The great pumpkin arrived in Geneva, N.Y., a little early this year as faculty members, staff and students gathered at the New York State Agricultural Experiment Station (NYSAES) to learn that a couple of Smarts won the station's first pumpkin growing contest.
Christine Smart, associate professor of plant pathology, and her husband, Larry Smart, associate professor of horticultural sciences, took first place. According to Stephen Reiners, associate professor of horticultural sciences, the Smarts did a good job keeping their pumpkin weed-free. "They did spray a fungicide," he said. "But they also offered to apply it for other participants."
The summer drought made pumpkin growing challenging this year, but that didn't deter 12 participants from entering the contest, which was created with help from the Student Association of the Geneva Experiment Station (SAGES).
Reiners felt that pumpkins would be a fitting and fun way to raise money for the SAGES scholarship fund, which was established in 2009 to help local high school students pursue agriculture-related college degrees. To encourage participation, SAGES offered half of the funds raised as a prize for the heaviest pumpkin with the other 50 percent going toward the scholarships.
To ensure parity among the growers, each participant paid $20 in early June to receive four pumpkin seeds of the same variety -- Howden Biggie (C. pepo) -- and a 20-by-20-foot plot of land at NYSAES. From there, growers were responsible for all care decisions, including use of fertilizers, frequency of watering and control of diseases, insects and weeds.
Graduate student Lisa Jones, an experienced pumpkin grower, explained that contestants were also at liberty to take special measures to produce the biggest fruit. Some contestants used special shade tents, some used mulching, and others removed smaller pumpkins from the vine to direct all energy into the fruit with the most potential.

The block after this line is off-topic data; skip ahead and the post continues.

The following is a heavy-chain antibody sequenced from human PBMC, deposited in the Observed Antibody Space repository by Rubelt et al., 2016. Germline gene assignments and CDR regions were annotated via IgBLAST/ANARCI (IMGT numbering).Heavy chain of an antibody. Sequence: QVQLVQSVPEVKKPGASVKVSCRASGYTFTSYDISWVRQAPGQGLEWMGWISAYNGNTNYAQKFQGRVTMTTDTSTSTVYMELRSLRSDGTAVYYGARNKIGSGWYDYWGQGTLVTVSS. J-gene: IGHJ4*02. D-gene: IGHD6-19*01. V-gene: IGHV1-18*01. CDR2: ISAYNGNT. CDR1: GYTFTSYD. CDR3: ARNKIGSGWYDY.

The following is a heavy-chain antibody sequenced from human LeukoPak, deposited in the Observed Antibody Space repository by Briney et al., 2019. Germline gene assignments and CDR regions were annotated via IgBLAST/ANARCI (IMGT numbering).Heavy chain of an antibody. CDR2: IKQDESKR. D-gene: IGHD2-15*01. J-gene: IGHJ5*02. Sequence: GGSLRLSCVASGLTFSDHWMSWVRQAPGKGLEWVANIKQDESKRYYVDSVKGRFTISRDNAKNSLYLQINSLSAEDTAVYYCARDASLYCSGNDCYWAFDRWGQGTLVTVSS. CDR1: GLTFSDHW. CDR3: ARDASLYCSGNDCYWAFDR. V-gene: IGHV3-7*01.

"There was certainly a lot of work involved," said Reiners, who also entered the contest. "I drove by this field constantly this summer, but my pumpkins were an afterthought. I didn't really have time to do my plot the way it should've been done."
Jones hosted the weigh-off Sept. 14, several weeks earlier than expected due to the hot, dry summer. "There were two pumpkins that were obviously in contention for the prize," she said. "The heaviest came in at 52.6 pounds, just a quarter of a pound heavier than the runner-up." Jones also explained that pumpkins from this year's crop were in the normal range for fruit size despite the drought conditions.
"Pumpkins of the variety we grew don't normally get above 60 pounds," she said. "The 500-pounders you see are usually a different species called C. maxima. But those are not really true pumpkins; they're actually a type of gourd."
Rebecca Harrison '14 is a writer intern for the College of Agriculture and Life Sciences.